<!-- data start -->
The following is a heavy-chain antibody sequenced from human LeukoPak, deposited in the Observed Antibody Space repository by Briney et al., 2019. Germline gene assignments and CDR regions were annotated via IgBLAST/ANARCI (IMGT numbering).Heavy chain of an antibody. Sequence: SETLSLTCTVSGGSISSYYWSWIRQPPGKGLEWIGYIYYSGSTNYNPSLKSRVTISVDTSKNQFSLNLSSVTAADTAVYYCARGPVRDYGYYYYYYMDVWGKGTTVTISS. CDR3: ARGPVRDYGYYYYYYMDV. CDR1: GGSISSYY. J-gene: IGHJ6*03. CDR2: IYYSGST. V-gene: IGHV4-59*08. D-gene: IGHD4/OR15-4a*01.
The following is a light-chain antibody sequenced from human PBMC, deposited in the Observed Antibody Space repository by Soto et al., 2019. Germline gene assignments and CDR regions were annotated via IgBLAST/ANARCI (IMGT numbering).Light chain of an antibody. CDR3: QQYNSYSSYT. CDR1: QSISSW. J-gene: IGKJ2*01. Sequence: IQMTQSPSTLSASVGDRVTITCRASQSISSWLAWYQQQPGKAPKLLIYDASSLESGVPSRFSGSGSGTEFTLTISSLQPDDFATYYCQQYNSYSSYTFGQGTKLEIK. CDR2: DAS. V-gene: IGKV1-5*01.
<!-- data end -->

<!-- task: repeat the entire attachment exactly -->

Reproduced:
The following is a heavy-chain antibody sequenced from human LeukoPak, deposited in the Observed Antibody Space repository by Briney et al., 2019. Germline gene assignments and CDR regions were annotated via IgBLAST/ANARCI (IMGT numbering).Heavy chain of an antibody. Sequence: SETLSLTCTVSGGSISSYYWSWIRQPPGKGLEWIGYIYYSGSTNYNPSLKSRVTISVDTSKNQFSLNLSSVTAADTAVYYCARGPVRDYGYYYYYYMDVWGKGTTVTISS. CDR3: ARGPVRDYGYYYYYYMDV. CDR1: GGSISSYY. J-gene: IGHJ6*03. CDR2: IYYSGST. V-gene: IGHV4-59*08. D-gene: IGHD4/OR15-4a*01.
The following is a light-chain antibody sequenced from human PBMC, deposited in the Observed Antibody Space repository by Soto et al., 2019. Germline gene assignments and CDR regions were annotated via IgBLAST/ANARCI (IMGT numbering).Light chain of an antibody. CDR3: QQYNSYSSYT. CDR1: QSISSW. J-gene: IGKJ2*01. Sequence: IQMTQSPSTLSASVGDRVTITCRASQSISSWLAWYQQQPGKAPKLLIYDASSLESGVPSRFSGSGSGTEFTLTISSLQPDDFATYYCQQYNSYSSYTFGQGTKLEIK. CDR2: DAS. V-gene: IGKV1-5*01.